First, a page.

Trudeau to Force a Hybrid Carbon Price on Holdout Provinces
by Josh Wingrove
May 18, 2017, 10:00 AM CST
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Canada’s federal government will tax fossil fuels and cap industry emissions in any province that doesn’t bring in its own carbon price.
Prime Minister Justin Trudeau’s government revealed a “backstop” plan Thursday in Ottawa that would essentially force the minimum carbon price he announced last year onto holdouts. He’s also pledged to return any revenue, though has yet to determine whether the funds will go to provincial governments or directly to citizens and businesses.
Saskatchewan, home to mining giants Potash Corp. of Saskatchewan Inc. and Cameco Corp., is the foremost objector and has threatened legal action. The carbon price also comes amid warnings Canada could be at a competitive disadvantage with the U.S. under President Donald Trump’s administration.
The federal plan, detailed by Environment Minister Catherine McKenna’s office, is a mix of a carbon tax for consumers and a cap-and-trade system for major industry. It is akin to the system used in Alberta, Canada’s energy hub and biggest emitter.
Industrial firms emitting over 50 metric kilotons each year would face caps on emissions, paying fines if the cap is exceeded and earning credits, which could be sold to other firms, for staying under. The federal backstop would also include a tax on fossil fuels that amounts to 2.3 Canadian cents per liter of gasoline in 2018, rising to 11.6 cents per liter in 2022 (roughly 32 U.S. cents per gallon).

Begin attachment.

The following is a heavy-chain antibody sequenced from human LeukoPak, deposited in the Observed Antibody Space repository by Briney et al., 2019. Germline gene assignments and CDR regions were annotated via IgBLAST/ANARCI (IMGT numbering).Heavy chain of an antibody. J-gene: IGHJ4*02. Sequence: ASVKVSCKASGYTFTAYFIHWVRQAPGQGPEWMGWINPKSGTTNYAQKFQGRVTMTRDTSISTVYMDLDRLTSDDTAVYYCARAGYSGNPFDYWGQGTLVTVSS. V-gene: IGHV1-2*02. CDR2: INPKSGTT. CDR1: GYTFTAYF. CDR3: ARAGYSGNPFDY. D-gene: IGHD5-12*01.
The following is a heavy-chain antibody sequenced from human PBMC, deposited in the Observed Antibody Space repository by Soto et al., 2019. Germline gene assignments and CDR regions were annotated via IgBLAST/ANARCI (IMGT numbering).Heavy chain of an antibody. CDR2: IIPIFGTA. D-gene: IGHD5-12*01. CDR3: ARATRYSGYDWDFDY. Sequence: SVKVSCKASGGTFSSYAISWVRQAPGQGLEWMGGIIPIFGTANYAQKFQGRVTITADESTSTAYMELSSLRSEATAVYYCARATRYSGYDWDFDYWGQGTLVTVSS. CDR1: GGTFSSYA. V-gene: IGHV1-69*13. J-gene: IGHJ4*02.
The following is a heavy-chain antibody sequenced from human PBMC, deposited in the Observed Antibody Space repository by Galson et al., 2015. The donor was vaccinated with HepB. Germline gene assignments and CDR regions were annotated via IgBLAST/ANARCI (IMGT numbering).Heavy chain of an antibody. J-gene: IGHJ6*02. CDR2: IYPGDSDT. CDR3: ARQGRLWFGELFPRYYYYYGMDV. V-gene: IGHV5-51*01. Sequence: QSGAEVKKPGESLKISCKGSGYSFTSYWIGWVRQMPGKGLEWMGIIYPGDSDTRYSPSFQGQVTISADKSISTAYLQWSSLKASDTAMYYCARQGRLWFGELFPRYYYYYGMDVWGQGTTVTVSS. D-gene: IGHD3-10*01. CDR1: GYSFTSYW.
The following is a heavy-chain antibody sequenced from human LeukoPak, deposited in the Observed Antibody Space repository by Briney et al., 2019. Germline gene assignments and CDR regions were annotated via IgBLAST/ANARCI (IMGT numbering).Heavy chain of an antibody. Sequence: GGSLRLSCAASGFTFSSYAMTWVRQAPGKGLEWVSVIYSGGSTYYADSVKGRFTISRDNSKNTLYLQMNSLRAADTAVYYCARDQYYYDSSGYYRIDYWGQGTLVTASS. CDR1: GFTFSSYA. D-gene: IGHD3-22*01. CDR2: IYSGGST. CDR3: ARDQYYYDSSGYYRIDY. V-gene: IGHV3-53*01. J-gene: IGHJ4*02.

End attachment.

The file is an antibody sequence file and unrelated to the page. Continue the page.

“Polluters should pay,” McKenna said in an interview. “And if you figure out how to innovate, you will pay less.”
Exemptions and Application
There are a series for exemptions, including for commercial buildings, hospitals and some farming activities. The tax on fuels kicks in next year, while the industrial “output-based pricing” begins Jan. 1, 2019.
The plan would only affect provinces that don’t design their own carbon-pricing regime, or those whose systems fall short of federal standards. Trudeau’s government is “evaluating” if it will send the tax revenue to people and businesses rather than to provincial governments. That gives skeptical premiers a choice: They can impose their own price and manage the revenue from it, or refuse and see the money flow to individuals and firms.
“We feel provinces are best able to determine what system makes sense for them,” McKenna said.
Trudeau announced last year that Canada would set a minimum carbon price of C$10 per metric ton in 2018, rising to C$50 per ton in 2022, and pledged the federal government wouldn’t use any of the revenue. Canada’s four most populous provinces already have some form of carbon price.
Wall and Trump
Saskatchewan Premier Brad Wall, a conservative, has pledged a court battle over the federal plan. McKenna said she’s confident in her government’s legal position and called on the province to implement its own price.
Her chief of staff and parliamentary secretary met with Wall’s representatives early this week to discuss the issue, she said. “Saskatchewan had on the table a proposal that was not all that different to deal with heavy emitters,” she said. “My message is you have an opportunity to design a system that makes sense for you.”
Trudeau’s environment minister brushed aside concerns about the impact on business given the less proactive U.S. stance under Trump, saying industry has been consulted. “This is a system we believe actually does respond to those competitiveness concerns,” McKenna said.
The proposals detailed Thursday are part of what the government calls a technical paper, and it is taking public comments until the end of June before unveiling its final carbon pricing system.